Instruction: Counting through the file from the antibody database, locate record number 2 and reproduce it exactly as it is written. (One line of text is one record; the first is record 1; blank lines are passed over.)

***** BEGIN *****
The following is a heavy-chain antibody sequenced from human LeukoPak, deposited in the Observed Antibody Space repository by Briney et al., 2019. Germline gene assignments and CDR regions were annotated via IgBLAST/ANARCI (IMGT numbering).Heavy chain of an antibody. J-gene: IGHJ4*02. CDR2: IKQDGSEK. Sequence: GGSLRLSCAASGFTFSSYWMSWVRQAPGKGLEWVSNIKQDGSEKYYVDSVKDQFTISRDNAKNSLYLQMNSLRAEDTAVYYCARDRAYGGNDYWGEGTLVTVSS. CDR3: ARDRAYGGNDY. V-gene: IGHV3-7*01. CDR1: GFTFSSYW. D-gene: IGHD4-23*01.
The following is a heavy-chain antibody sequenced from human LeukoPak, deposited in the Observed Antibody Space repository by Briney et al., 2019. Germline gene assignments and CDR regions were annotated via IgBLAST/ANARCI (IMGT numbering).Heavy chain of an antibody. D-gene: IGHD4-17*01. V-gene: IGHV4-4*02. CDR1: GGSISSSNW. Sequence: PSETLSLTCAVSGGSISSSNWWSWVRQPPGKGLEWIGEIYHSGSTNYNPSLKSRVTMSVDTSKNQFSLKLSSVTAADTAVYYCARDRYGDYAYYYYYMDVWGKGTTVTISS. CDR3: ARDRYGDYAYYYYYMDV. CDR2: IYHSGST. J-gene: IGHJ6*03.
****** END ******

The following is a heavy-chain antibody sequenced from human LeukoPak, deposited in the Observed Antibody Space repository by Briney et al., 2019. Germline gene assignments and CDR regions were annotated via IgBLAST/ANARCI (IMGT numbering).Heavy chain of an antibody. D-gene: IGHD4-17*01. V-gene: IGHV4-4*02. CDR1: GGSISSSNW. Sequence: PSETLSLTCAVSGGSISSSNWWSWVRQPPGKGLEWIGEIYHSGSTNYNPSLKSRVTMSVDTSKNQFSLKLSSVTAADTAVYYCARDRYGDYAYYYYYMDVWGKGTTVTISS. CDR3: ARDRYGDYAYYYYYMDV. CDR2: IYHSGST. J-gene: IGHJ6*03.